Argentina extends deadline for creditors to agree to $65bn debt restructuring deal

Ninth sovereign default looms as initial deadline passes without agreement on terms

FILE PHOTO: Pedestrians walk past posters on the streets that reads "No to the payment of the debt. Break with the IMF", in Buenos Aires, Argentina February 18, 2020. Picture taken February 18, 2020. REUTERS/Matias Baglietto/File Photo

Argentina will extend negotiations over a $65 billion (Dh238.7bn) debt restructuring proposal until May 22, the government said on Monday, setting the stage for tense last-ditch talks as the South American nation races to avoid default.

The new deadline, which comes after an initial cut-off passed on Friday without the support needed for a comprehensive deal, means the offer will expire on the same day that Argentina could trigger default over a $500 million interest payment.

The major grains producer is racing to revamp unsustainable debts amid a painful recession, high inflation and increasingly expensive borrowing costs as concerns over a potential ninth sovereign default have rattled investors and hit bond prices.

The talks so far have been complex, with three major creditor groups rejecting the initial proposal and pushing for improved terms. Argentine officials have said the country cannot afford to pay more, though they are open to counterproposals.

"Clearly, both sides are playing hardball," Capital Economics said in a note on Monday, adding that the talks were likely to drag on and that creditors could face large haircuts, especially with the global coronavirus pandemic sapping growth.

"The government is facing ever-growing demands on its purse as the health crisis continues," it said. "Accordingly, recovery rates for foreign bondholders of around 30 per cent are looking increasingly likely."

Analysts calculate that the current offer, which includes a three-year payment halt, a large cut to coupon payments and maturities pushed back to 2030 and beyond amounts to a net present value of around 30-35 per cent.

Bondholders say this needs to be raised to gain support.

Argentina's Economy Ministry said in the official gazette that it had extended the deadline to "increase participation" after taking stock of the current offer. The government has not said what exact level of support that offer garnered.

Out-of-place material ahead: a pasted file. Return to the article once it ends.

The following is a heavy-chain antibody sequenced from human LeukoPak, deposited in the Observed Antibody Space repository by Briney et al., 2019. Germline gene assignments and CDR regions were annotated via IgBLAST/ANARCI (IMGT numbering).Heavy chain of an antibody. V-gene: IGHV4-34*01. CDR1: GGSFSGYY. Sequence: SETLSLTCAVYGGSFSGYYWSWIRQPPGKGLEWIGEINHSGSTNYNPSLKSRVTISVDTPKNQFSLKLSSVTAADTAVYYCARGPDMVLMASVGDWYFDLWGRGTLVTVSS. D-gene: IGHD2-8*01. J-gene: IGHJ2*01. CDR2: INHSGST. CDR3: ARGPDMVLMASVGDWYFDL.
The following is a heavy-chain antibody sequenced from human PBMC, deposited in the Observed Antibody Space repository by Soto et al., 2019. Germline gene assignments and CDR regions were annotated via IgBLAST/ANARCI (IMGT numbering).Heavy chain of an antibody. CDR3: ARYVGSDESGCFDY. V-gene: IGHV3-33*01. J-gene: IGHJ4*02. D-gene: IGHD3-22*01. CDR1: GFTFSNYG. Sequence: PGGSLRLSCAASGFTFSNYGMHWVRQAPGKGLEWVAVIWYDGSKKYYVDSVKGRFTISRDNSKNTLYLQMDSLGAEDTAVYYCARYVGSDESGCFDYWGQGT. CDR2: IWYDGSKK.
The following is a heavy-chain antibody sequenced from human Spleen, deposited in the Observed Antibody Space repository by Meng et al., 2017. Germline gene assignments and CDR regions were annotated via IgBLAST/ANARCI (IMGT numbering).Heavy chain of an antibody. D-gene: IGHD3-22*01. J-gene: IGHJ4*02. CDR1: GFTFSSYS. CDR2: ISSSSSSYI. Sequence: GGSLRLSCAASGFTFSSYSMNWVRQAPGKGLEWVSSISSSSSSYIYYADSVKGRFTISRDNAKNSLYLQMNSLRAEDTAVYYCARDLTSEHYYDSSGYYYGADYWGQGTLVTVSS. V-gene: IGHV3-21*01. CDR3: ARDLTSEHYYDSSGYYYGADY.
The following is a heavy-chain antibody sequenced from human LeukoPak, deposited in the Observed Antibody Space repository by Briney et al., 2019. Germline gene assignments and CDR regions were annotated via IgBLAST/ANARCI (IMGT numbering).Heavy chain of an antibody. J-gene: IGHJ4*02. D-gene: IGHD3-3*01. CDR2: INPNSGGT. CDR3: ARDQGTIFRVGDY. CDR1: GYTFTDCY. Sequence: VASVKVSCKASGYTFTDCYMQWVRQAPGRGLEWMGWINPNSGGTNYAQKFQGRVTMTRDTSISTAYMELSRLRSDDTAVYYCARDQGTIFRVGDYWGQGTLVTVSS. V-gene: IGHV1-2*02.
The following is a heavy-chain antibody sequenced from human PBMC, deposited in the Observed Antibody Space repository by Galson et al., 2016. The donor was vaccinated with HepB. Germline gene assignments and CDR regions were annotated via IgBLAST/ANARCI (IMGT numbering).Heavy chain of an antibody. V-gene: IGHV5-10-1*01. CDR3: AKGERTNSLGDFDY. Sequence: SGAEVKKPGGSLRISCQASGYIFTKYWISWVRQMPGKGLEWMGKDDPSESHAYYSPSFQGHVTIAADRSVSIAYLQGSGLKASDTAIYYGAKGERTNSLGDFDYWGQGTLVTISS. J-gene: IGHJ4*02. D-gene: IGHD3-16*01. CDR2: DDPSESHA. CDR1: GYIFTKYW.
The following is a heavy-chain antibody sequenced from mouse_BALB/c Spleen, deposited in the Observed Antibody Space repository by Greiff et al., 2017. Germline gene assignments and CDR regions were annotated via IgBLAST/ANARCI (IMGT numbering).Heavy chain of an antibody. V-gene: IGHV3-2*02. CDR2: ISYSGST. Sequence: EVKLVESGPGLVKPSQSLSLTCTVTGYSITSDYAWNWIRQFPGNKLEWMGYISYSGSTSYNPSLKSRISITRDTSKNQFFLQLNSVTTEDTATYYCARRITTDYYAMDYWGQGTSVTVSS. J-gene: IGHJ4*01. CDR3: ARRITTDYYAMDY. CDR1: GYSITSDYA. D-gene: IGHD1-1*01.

"While many of our bondholders supported Argentina's invitation, other significant groups of creditors did not," the ministry said in a statement, adding that the government remained open to discussing the way forward.

"Among those that rejected Argentina's offer, several have indicated that there are better alternatives that can be reconciled with the objectives that this administration has set for itself and for the Argentine people."

The invitation closes on May 22 at 9.00pm GMT. The results of the offer will be announced around May 25 with a settlement date of May 27.

The bonds in question include collective action clauses, which means the government needs to meet a threshold of investor support in order to move ahead with comprehensive restructuring.

Argentina's bonds, which have fallen steeply since the middle of last year, are already trading at distressed levels, with most at around 25-30 cents on the dollar.

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"While many of our bondholders supported Argentina's invitation, other significant groups of creditors did not"

Goldman Sachs said in a note that without a deal, it was likely Argentina would default on May 22, though it did not rule out payment if a deal looked close at hand. The investment bank noted the signs were that participation had been low.

"The absence of specific official information suggests that the initial acceptance rate may have been quite low," it said.

Two international bondholders involved in the talks said the level of acceptance was just over 12 per cent. Argentine media reported that local holders of the debt had been more receptive, which they said brought the total level to around 20 per cent.

Argentina's economy ministry and minister Martin Guzman declined to comment on the level of acceptance.

The country's largest province, Buenos Aires, is facing a separate debt crisis of its own, with an offer to holders of its foreign law bonds to restructure around $7 billion in debt that were due to expire yesterday.

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